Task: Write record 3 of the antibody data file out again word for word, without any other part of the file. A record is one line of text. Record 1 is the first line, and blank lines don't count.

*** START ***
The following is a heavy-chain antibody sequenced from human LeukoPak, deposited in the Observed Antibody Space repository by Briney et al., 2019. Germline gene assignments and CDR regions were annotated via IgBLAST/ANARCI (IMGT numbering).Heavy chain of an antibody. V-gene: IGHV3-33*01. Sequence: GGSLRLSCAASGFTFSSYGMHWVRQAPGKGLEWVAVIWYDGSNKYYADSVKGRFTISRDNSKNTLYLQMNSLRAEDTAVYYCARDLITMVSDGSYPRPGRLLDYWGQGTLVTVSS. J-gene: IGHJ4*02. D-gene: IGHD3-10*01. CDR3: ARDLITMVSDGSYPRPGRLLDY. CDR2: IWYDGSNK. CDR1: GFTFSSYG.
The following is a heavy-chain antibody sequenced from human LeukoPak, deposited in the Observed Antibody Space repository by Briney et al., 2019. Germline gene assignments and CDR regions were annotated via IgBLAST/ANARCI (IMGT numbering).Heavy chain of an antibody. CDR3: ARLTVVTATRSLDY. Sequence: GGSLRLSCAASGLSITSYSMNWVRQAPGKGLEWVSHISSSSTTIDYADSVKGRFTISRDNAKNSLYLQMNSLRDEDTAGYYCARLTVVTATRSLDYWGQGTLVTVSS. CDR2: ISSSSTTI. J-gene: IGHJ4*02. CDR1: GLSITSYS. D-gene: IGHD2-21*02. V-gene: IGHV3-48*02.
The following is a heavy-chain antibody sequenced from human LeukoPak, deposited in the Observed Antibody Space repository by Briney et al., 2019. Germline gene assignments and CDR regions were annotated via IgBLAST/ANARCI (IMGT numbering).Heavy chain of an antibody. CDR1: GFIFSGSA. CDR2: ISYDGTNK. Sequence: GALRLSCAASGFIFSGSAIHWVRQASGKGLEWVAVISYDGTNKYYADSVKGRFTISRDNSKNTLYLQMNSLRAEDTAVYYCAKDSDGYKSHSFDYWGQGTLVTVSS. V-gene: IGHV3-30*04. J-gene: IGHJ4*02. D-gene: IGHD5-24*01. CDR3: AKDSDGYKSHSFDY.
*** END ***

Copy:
The following is a heavy-chain antibody sequenced from human LeukoPak, deposited in the Observed Antibody Space repository by Briney et al., 2019. Germline gene assignments and CDR regions were annotated via IgBLAST/ANARCI (IMGT numbering).Heavy chain of an antibody. CDR1: GFIFSGSA. CDR2: ISYDGTNK. Sequence: GALRLSCAASGFIFSGSAIHWVRQASGKGLEWVAVISYDGTNKYYADSVKGRFTISRDNSKNTLYLQMNSLRAEDTAVYYCAKDSDGYKSHSFDYWGQGTLVTVSS. V-gene: IGHV3-30*04. J-gene: IGHJ4*02. D-gene: IGHD5-24*01. CDR3: AKDSDGYKSHSFDY.